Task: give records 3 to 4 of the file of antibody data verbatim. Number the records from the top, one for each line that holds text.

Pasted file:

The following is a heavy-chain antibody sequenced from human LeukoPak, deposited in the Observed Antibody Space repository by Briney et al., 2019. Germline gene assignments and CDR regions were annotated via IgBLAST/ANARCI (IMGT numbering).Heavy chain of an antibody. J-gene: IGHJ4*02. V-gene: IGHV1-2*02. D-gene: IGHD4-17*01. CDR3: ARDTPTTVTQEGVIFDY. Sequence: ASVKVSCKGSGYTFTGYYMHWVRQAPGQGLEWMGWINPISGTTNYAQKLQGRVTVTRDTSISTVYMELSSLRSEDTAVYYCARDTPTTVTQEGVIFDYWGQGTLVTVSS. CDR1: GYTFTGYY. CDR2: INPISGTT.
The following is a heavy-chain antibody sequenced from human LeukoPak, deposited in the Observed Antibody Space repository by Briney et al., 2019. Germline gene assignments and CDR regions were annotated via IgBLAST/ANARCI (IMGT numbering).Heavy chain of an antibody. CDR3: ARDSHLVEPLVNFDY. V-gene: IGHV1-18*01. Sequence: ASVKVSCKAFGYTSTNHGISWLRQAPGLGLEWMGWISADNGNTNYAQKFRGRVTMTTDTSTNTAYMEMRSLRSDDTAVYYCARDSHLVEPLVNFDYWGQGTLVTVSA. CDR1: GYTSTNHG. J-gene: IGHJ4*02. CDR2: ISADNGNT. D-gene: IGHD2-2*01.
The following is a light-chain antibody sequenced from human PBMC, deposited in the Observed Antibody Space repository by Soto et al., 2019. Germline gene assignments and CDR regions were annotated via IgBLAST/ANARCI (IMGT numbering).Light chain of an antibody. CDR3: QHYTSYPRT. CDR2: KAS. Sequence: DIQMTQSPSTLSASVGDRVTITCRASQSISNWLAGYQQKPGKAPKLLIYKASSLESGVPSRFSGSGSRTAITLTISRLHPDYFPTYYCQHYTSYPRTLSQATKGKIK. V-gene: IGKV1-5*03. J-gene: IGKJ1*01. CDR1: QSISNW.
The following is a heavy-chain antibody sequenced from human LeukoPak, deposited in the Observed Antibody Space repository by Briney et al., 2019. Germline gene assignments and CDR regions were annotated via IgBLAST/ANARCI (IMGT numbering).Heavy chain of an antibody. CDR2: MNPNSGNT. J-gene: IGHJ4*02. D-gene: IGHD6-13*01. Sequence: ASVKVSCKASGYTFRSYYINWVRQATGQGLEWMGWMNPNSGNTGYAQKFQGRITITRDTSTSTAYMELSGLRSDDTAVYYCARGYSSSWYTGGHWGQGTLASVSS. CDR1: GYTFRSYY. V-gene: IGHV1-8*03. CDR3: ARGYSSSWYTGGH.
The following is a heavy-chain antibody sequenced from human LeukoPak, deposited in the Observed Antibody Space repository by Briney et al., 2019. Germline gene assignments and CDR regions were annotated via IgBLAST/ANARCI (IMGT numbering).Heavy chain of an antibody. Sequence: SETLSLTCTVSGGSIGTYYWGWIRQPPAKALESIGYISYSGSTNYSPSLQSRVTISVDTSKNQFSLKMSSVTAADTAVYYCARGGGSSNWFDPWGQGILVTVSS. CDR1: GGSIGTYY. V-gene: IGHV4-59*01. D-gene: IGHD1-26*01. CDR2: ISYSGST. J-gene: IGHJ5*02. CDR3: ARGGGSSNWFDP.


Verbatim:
The following is a light-chain antibody sequenced from human PBMC, deposited in the Observed Antibody Space repository by Soto et al., 2019. Germline gene assignments and CDR regions were annotated via IgBLAST/ANARCI (IMGT numbering).Light chain of an antibody. CDR3: QHYTSYPRT. CDR2: KAS. Sequence: DIQMTQSPSTLSASVGDRVTITCRASQSISNWLAGYQQKPGKAPKLLIYKASSLESGVPSRFSGSGSRTAITLTISRLHPDYFPTYYCQHYTSYPRTLSQATKGKIK. V-gene: IGKV1-5*03. J-gene: IGKJ1*01. CDR1: QSISNW.
The following is a heavy-chain antibody sequenced from human LeukoPak, deposited in the Observed Antibody Space repository by Briney et al., 2019. Germline gene assignments and CDR regions were annotated via IgBLAST/ANARCI (IMGT numbering).Heavy chain of an antibody. CDR2: MNPNSGNT. J-gene: IGHJ4*02. D-gene: IGHD6-13*01. Sequence: ASVKVSCKASGYTFRSYYINWVRQATGQGLEWMGWMNPNSGNTGYAQKFQGRITITRDTSTSTAYMELSGLRSDDTAVYYCARGYSSSWYTGGHWGQGTLASVSS. CDR1: GYTFRSYY. V-gene: IGHV1-8*03. CDR3: ARGYSSSWYTGGH.